One Rubio adviser explained Rubio’s descent into the lowest of lowbrow Trumpian antics by claiming: “We came to the conclusion that if being a part of the circus is the price you have to pay in order for us to ultimately be able to talk about substantive policy, then that’s what we’re going to do.”
It turns out that this Rubio adviser, dispiritingly enough, may be on to something.
Here are a couple of charts that illustrate the point.
Democracy Corps, the polling firm run by veteran Dem pollster Stan Greenberg, today released an in depth study of Republican voter attitudes towards the 2016 campaign. There’s a ton to chew on in this study, which is based on a poll of 800 Republican voters nationwide. The poll tested how various attacks on Trump are perceived by Republican voters, and found this (click to enlarge):
The most effective attacks on Trump are that he’s an “egomaniac and entertainer that cares more about gaining power and fame than helping the country.” The second most effective attacks are those raising doubts about whether he can be trusted to have his finger on the nuke button, and the third most effective attacks spotlight Trump’s penchant for saying “very disrespectful” things about women.
Only 27 percent of Republicans say it raises doubts for them that Trump says he’d carry out mass deportations and and fewer still say it raises doubts for them that Trump denies climate change.
The 46 percent of Republicans who say doubts are raised by Trump’s egomania and frivolity seems, if anything, low. But it turns out that number is substantially higher among moderates (click to enlarge):
Fifty six percent of moderate Republicans find attacks on Trump’s egomania and lust for power to be troubling. Rubio is making an appeal to relatively moderate, college educated, and suburban Republican voters in the Super Tuesday states and beyond. You can bet that the Rubio campaign has focus groups and internal polling that also show that this is the most effective way to go after Trump.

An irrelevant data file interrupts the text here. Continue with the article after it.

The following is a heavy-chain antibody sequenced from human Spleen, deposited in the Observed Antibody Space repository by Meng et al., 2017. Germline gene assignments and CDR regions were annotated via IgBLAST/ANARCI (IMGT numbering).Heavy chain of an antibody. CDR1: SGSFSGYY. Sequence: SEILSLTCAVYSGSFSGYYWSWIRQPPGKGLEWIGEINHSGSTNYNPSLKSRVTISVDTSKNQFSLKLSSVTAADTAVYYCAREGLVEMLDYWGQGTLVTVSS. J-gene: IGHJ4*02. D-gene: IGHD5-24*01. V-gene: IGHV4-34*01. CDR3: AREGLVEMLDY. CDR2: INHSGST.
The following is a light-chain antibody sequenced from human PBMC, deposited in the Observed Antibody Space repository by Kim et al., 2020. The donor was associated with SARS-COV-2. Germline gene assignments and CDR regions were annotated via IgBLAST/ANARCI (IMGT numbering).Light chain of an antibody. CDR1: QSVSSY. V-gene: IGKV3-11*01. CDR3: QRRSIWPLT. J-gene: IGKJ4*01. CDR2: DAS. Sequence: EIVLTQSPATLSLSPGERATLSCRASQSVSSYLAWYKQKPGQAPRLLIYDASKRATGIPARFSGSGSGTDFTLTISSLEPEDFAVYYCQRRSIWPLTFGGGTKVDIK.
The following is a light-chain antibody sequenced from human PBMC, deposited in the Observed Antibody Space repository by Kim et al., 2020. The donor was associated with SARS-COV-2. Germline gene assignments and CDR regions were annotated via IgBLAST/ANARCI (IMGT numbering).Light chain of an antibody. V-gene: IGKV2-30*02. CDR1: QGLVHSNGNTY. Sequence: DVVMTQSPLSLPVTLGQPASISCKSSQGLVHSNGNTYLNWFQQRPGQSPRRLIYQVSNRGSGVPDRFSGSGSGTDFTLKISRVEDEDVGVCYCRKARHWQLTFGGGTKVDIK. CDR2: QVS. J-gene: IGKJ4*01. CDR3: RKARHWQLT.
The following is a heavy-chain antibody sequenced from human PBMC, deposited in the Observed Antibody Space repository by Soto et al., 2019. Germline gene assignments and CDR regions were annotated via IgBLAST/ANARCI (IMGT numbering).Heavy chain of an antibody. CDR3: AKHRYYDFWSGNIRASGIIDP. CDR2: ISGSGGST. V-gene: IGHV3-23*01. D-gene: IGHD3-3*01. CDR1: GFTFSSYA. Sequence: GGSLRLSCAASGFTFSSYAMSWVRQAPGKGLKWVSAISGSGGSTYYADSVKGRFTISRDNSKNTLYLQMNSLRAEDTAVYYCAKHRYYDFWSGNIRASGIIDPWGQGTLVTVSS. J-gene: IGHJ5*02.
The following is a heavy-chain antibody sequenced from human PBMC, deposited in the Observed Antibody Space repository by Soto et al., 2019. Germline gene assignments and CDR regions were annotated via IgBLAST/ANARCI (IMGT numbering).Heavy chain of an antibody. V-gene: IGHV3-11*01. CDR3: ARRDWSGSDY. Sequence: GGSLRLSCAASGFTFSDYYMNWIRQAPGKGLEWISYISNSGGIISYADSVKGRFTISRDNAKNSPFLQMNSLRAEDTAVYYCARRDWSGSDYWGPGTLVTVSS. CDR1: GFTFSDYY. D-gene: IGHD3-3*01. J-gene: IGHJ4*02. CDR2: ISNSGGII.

In the above poll, high percentages of moderates, it turns out, are also troubled by Trump’s policies and statements towards immigrants and Muslims. But one can’t help but notice that Rubio has not made a serious, sustained moral critique of those policies and statements a part of his arsenal of attacks against Trump. This is probably in part because he doesn’t want to alienate some of Trump’s less committed supporters, in hopes that he, rather than say Ted Cruz, might inherit them.
But this also points to a broader problem Rubio faces, which is that he can’t go really hard at some of the very things that are enabling Trump to succeed. It’s difficult for Rubio to attack Trump as too far to the right on immigration, because Rubio’s own alleged softness on immigration is one of the reasons he may be struggling among GOP primary voters. It’s also hard for Rubio to fault some of Trump’s other substantive positions, such as they are, because it may be Trump’s very willingness to break with conservative orthodoxy on multiple fronts (he seems to envision some kind of government role in giving everyone health care; he opposes free trade deals; he won’t touch entitlements) that is helping him succeed. Rubio generally faults Trump as a phony conservative, and attacks Trump for not having specific plans, but he seems reluctant to get all that specific about the true policy implications of their ideological differences. As Brian Beutler explains, the apparent appeal of Trump’s ideological heterodoxy is precisely what makes it so hard for establishment Republicans to attack him.
All of which means that joining Trump’s circus, as Rubio’s own adviser puts it above, really may be the only option for taking down Trump. And who knows: it’s still possible that it could work. Of course, as Jonathan Chait writes, there may well be a danger that this approach could end up diminishing Rubio, too. And it’s hard to see how anyone can beat Trump at this particular game, given that his talent for it seems pretty boundless.